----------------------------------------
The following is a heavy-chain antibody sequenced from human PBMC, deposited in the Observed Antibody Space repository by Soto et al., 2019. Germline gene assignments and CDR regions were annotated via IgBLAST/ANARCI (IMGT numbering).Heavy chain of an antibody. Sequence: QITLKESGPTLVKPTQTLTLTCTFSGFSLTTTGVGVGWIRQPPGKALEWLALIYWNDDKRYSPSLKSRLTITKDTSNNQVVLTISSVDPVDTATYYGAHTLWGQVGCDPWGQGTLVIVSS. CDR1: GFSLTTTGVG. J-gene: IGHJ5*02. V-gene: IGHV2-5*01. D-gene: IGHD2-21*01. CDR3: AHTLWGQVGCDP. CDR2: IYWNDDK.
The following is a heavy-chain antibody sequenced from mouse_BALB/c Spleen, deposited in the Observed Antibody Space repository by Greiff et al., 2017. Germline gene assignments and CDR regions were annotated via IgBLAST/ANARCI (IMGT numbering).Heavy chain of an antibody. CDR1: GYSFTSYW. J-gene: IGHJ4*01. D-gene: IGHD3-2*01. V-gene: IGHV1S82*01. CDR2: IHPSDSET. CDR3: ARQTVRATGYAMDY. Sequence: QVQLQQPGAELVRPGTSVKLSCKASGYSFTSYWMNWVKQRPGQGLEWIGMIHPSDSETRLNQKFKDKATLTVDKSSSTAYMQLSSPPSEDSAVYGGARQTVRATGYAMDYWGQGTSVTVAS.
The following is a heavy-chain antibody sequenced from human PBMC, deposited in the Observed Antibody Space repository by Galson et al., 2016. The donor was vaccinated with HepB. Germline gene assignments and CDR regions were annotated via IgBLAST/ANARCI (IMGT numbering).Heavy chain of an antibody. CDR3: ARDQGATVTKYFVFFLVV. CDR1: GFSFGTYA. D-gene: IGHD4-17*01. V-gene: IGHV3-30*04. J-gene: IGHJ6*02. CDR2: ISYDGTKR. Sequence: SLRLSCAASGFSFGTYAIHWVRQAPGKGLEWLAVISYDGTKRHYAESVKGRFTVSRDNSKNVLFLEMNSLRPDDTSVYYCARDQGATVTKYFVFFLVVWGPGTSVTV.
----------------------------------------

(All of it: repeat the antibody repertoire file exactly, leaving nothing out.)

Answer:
The following is a heavy-chain antibody sequenced from human PBMC, deposited in the Observed Antibody Space repository by Soto et al., 2019. Germline gene assignments and CDR regions were annotated via IgBLAST/ANARCI (IMGT numbering).Heavy chain of an antibody. Sequence: QITLKESGPTLVKPTQTLTLTCTFSGFSLTTTGVGVGWIRQPPGKALEWLALIYWNDDKRYSPSLKSRLTITKDTSNNQVVLTISSVDPVDTATYYGAHTLWGQVGCDPWGQGTLVIVSS. CDR1: GFSLTTTGVG. J-gene: IGHJ5*02. V-gene: IGHV2-5*01. D-gene: IGHD2-21*01. CDR3: AHTLWGQVGCDP. CDR2: IYWNDDK.
The following is a heavy-chain antibody sequenced from mouse_BALB/c Spleen, deposited in the Observed Antibody Space repository by Greiff et al., 2017. Germline gene assignments and CDR regions were annotated via IgBLAST/ANARCI (IMGT numbering).Heavy chain of an antibody. CDR1: GYSFTSYW. J-gene: IGHJ4*01. D-gene: IGHD3-2*01. V-gene: IGHV1S82*01. CDR2: IHPSDSET. CDR3: ARQTVRATGYAMDY. Sequence: QVQLQQPGAELVRPGTSVKLSCKASGYSFTSYWMNWVKQRPGQGLEWIGMIHPSDSETRLNQKFKDKATLTVDKSSSTAYMQLSSPPSEDSAVYGGARQTVRATGYAMDYWGQGTSVTVAS.
The following is a heavy-chain antibody sequenced from human PBMC, deposited in the Observed Antibody Space repository by Galson et al., 2016. The donor was vaccinated with HepB. Germline gene assignments and CDR regions were annotated via IgBLAST/ANARCI (IMGT numbering).Heavy chain of an antibody. CDR3: ARDQGATVTKYFVFFLVV. CDR1: GFSFGTYA. D-gene: IGHD4-17*01. V-gene: IGHV3-30*04. J-gene: IGHJ6*02. CDR2: ISYDGTKR. Sequence: SLRLSCAASGFSFGTYAIHWVRQAPGKGLEWLAVISYDGTKRHYAESVKGRFTVSRDNSKNVLFLEMNSLRPDDTSVYYCARDQGATVTKYFVFFLVVWGPGTSVTV.